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What you need to know about COVID-19: August 7, 2020
Greg Moore’s summation of Hudson Elynuik as it pertained to hockey was rather uncomplicated.
Moore took over as coach of the Toronto Marlies on Dec. 1 after Sheldon Keefe was promoted to the Maple Leafs in November, and by the time the American Hockey League was put on pause in March because of the coronavirus global pandemic, Moore had come to a conclusion regarding Elynuik.
“He was our most improved forward,” Moore said during a recent interview with the Toronto Sun. “He had a lot of growth in the sense of the work he put in, in the weight room.
“You could tell before the pause that he was much stronger on his feet, had a little more power in his step and that allowed him to have a little more of a dominant role in the offensive zone.”
It wasn’t as though Elynuik arrived on the doorstep of the Marlies last fall with a difficult road ahead to becoming an impactful player in the AHL.
In 2018-19, Elynuik helped the Newfoundland Growlers win the ECHL championship, contributing 15 points in 16 games in the march to the Kelly Cup. Also that season, Elynuik dipped his toe into the AHL, scoring once in 10 games with the Marlies.
While representing the Leafs at the Detroit Red Wings rookie tournament in Traverse City, Mich., last September, Elynuik told us his objective for the coming season was to make his mark with the Marlies.
It took some time for the centre for that goal to be realized, but by the time play was halted, Elynuik had accomplished as much.
“It just goes back to getting more confident throughout the season,” Elynuik said from Calgary, where he has been training since the AHL season was halted and later cancelled. “At first, I wouldn’t say I was nearly as confident as I was going down the last stretch of the season. I think that showed.
“Getting more comfortable with my game, I showed my skills a lot more, it was about getting confidence.”
Elynuik had five goals and eight assists in 53 games when the season came to a sudden end, and had grown into an effective penalty killer for the Marlies.
From Moore’s viewpoint, the improvement in Elynuik’s performance was a testament to the player’s outlook.
“It was just the work he did,” Moore said. “We laid it out there in front of him, and he was willing to buy into the game plan and the schedule and the workouts. He definitely found a way to better himself and got rewarded for it.
“I would not say it was a survival instinct, but when you’re trying to earn more ice time and more responsibility from the coaching staff, any extra responsibility you can gain on special teams, on the penalty kill, different areas, any player should be looking to add that to their game.”
A couple of factors that few players have at their fingertips were put to use by Elynuik. One was the experience of winning a championship with the Growlers, and the other a regular opportunity, if he desired, to lean on his dad Pat, who played in 506 National Hockey League games with Winnipeg, Washington, Tampa Bay and Ottawa in a pro career that ended in 1997.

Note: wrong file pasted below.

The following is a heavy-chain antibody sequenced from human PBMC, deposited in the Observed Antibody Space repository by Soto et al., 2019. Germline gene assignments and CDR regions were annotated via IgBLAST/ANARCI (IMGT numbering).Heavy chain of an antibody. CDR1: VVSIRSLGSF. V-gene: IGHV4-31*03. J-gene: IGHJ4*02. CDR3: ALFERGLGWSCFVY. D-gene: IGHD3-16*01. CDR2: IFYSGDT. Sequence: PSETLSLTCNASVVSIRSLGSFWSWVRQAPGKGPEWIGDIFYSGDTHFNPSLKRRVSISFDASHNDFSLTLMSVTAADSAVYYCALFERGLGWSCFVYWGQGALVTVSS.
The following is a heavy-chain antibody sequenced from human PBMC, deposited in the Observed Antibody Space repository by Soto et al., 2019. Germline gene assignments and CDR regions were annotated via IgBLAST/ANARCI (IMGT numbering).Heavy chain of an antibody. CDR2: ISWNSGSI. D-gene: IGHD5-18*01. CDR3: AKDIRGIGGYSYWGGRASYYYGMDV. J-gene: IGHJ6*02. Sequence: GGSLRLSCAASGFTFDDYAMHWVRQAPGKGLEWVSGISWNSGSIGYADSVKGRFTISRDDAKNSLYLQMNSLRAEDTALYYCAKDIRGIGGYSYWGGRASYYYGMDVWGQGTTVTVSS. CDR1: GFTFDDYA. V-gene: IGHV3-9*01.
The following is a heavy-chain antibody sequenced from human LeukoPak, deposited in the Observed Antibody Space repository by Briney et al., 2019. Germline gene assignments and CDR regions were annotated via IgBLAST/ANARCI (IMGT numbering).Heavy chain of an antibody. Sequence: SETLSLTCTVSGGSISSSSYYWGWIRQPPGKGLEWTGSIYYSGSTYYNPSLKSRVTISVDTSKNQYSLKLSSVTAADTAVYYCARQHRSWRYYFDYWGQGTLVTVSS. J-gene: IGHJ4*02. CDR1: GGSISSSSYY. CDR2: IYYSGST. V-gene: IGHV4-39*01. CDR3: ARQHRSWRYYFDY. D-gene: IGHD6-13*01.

“Not everyone has a dad who has been through the exact path I want to go,” Elynuik said. “He knows what it takes and the commitment and the work ethic that has to go into it.
“He went through ups and downs and adversity throughout his career. Same process, so he has a lot of experience and input on the journey.”
Elynuik’s determination during the 2019-20 season ended with a deserving result, as the 22-year-old signed a one-year AHL contract with the Marlies in June. And with the salary cap issues the Leafs are going to have to meet head-on in the coming seasons, Elynuik realizes that further progress could lead to a better shot with the Leafs at some point.
“I’m really excited for next year and to just keep moving forward with my development,” Elynuik said. “I’m going to do what I can to get an entry-level deal this upcoming season and I’m working really hard this summer. I’ll do whatever I can to make that happen.
“Trying to fill out my (6-foot-5) frame, put some weight on — that will help me with strength around the whole rink. You can always work on everything — quickness, my shot, I want to put the puck more in the net in the next season.
“I want to be a a two-way centre who can play a big role, that contributes putting the puck in the net or creating offensive opportunities and at the same time being reliable defensively and keeping the puck out of our net.”
THE FILE ON ELYNUIK
AGE: 22 (Oct. 12, 1997)
HOMETOWN: Calgary, Alta.
HEIGHT: 6-foot-5, WEIGHT: 194 pounds
POSITION: Centre, SHOOTS: Left
DRAFTED: 2016, third round, 74th overall by Carolina
THE SKINNY: Originally signed with the Marlies in 2018 after the Hurricanes let him go without a contract … In his last season of junior with the Spokane Chiefs in 2017-18, recorded 86 points (31 goals and 55 assists) in 71 games … Positive energy? You bet. “He’s a fun-loving kid,” Marlies coach Greg Moore said. “The whole team loves being around him.”
Copyright Postmedia Network Inc., 2020